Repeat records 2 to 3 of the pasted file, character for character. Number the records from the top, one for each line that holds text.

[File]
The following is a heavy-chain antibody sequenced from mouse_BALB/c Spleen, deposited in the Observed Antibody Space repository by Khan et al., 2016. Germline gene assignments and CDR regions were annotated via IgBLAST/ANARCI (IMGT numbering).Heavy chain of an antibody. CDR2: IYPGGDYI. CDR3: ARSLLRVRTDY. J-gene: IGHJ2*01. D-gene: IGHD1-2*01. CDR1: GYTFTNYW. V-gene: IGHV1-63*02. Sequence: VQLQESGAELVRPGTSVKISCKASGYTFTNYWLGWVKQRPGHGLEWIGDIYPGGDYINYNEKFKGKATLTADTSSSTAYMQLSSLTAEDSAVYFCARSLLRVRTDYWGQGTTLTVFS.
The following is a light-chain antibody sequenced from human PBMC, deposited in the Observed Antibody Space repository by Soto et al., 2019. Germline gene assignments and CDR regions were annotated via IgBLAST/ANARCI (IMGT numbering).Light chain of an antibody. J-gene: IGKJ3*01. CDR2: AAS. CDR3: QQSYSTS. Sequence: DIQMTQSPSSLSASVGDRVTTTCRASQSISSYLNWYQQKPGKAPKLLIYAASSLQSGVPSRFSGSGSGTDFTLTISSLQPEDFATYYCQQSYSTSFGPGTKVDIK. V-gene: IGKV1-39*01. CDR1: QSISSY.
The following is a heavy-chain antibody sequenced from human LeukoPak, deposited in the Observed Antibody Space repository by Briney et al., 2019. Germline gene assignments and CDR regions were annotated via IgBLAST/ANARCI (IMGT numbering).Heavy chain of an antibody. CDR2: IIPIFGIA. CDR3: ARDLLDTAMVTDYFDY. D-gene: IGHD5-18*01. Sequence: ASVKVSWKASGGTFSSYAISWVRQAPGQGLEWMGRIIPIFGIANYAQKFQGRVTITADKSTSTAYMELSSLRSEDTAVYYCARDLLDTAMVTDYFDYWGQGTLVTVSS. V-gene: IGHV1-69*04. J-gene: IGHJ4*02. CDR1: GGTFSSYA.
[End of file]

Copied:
The following is a light-chain antibody sequenced from human PBMC, deposited in the Observed Antibody Space repository by Soto et al., 2019. Germline gene assignments and CDR regions were annotated via IgBLAST/ANARCI (IMGT numbering).Light chain of an antibody. J-gene: IGKJ3*01. CDR2: AAS. CDR3: QQSYSTS. Sequence: DIQMTQSPSSLSASVGDRVTTTCRASQSISSYLNWYQQKPGKAPKLLIYAASSLQSGVPSRFSGSGSGTDFTLTISSLQPEDFATYYCQQSYSTSFGPGTKVDIK. V-gene: IGKV1-39*01. CDR1: QSISSY.
The following is a heavy-chain antibody sequenced from human LeukoPak, deposited in the Observed Antibody Space repository by Briney et al., 2019. Germline gene assignments and CDR regions were annotated via IgBLAST/ANARCI (IMGT numbering).Heavy chain of an antibody. CDR2: IIPIFGIA. CDR3: ARDLLDTAMVTDYFDY. D-gene: IGHD5-18*01. Sequence: ASVKVSWKASGGTFSSYAISWVRQAPGQGLEWMGRIIPIFGIANYAQKFQGRVTITADKSTSTAYMELSSLRSEDTAVYYCARDLLDTAMVTDYFDYWGQGTLVTVSS. V-gene: IGHV1-69*04. J-gene: IGHJ4*02. CDR1: GGTFSSYA.